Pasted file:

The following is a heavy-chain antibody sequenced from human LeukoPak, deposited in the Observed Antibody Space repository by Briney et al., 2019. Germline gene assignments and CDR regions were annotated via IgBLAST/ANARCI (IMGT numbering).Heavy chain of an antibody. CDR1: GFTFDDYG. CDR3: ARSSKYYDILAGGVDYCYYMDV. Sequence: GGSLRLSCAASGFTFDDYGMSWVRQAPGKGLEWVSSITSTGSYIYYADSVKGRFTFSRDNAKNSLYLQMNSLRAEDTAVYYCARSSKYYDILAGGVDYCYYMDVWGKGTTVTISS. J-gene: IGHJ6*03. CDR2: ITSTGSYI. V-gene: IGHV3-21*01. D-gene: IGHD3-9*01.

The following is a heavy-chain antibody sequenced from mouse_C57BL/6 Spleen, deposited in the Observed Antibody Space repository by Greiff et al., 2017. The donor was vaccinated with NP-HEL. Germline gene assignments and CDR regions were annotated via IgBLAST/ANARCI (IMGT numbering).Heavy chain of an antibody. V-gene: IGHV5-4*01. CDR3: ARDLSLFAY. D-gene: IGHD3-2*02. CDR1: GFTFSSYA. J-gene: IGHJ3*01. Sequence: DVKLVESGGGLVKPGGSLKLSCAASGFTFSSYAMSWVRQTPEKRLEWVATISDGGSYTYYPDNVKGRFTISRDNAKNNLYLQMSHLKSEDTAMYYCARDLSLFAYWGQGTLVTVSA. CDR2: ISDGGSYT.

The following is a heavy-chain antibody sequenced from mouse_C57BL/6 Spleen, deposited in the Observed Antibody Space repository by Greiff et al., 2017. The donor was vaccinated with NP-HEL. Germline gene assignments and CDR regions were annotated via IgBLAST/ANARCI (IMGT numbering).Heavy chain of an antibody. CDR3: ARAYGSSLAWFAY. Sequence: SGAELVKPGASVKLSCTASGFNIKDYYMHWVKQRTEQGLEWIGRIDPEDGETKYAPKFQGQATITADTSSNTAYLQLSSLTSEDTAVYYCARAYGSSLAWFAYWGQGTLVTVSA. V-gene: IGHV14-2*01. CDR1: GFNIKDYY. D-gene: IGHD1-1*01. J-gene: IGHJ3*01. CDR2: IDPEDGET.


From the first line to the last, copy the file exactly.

The following is a heavy-chain antibody sequenced from human LeukoPak, deposited in the Observed Antibody Space repository by Briney et al., 2019. Germline gene assignments and CDR regions were annotated via IgBLAST/ANARCI (IMGT numbering).Heavy chain of an antibody. CDR1: GFTFDDYG. CDR3: ARSSKYYDILAGGVDYCYYMDV. Sequence: GGSLRLSCAASGFTFDDYGMSWVRQAPGKGLEWVSSITSTGSYIYYADSVKGRFTFSRDNAKNSLYLQMNSLRAEDTAVYYCARSSKYYDILAGGVDYCYYMDVWGKGTTVTISS. J-gene: IGHJ6*03. CDR2: ITSTGSYI. V-gene: IGHV3-21*01. D-gene: IGHD3-9*01.

The following is a heavy-chain antibody sequenced from mouse_C57BL/6 Spleen, deposited in the Observed Antibody Space repository by Greiff et al., 2017. The donor was vaccinated with NP-HEL. Germline gene assignments and CDR regions were annotated via IgBLAST/ANARCI (IMGT numbering).Heavy chain of an antibody. V-gene: IGHV5-4*01. CDR3: ARDLSLFAY. D-gene: IGHD3-2*02. CDR1: GFTFSSYA. J-gene: IGHJ3*01. Sequence: DVKLVESGGGLVKPGGSLKLSCAASGFTFSSYAMSWVRQTPEKRLEWVATISDGGSYTYYPDNVKGRFTISRDNAKNNLYLQMSHLKSEDTAMYYCARDLSLFAYWGQGTLVTVSA. CDR2: ISDGGSYT.

The following is a heavy-chain antibody sequenced from mouse_C57BL/6 Spleen, deposited in the Observed Antibody Space repository by Greiff et al., 2017. The donor was vaccinated with NP-HEL. Germline gene assignments and CDR regions were annotated via IgBLAST/ANARCI (IMGT numbering).Heavy chain of an antibody. CDR3: ARAYGSSLAWFAY. Sequence: SGAELVKPGASVKLSCTASGFNIKDYYMHWVKQRTEQGLEWIGRIDPEDGETKYAPKFQGQATITADTSSNTAYLQLSSLTSEDTAVYYCARAYGSSLAWFAYWGQGTLVTVSA. V-gene: IGHV14-2*01. CDR1: GFNIKDYY. D-gene: IGHD1-1*01. J-gene: IGHJ3*01. CDR2: IDPEDGET.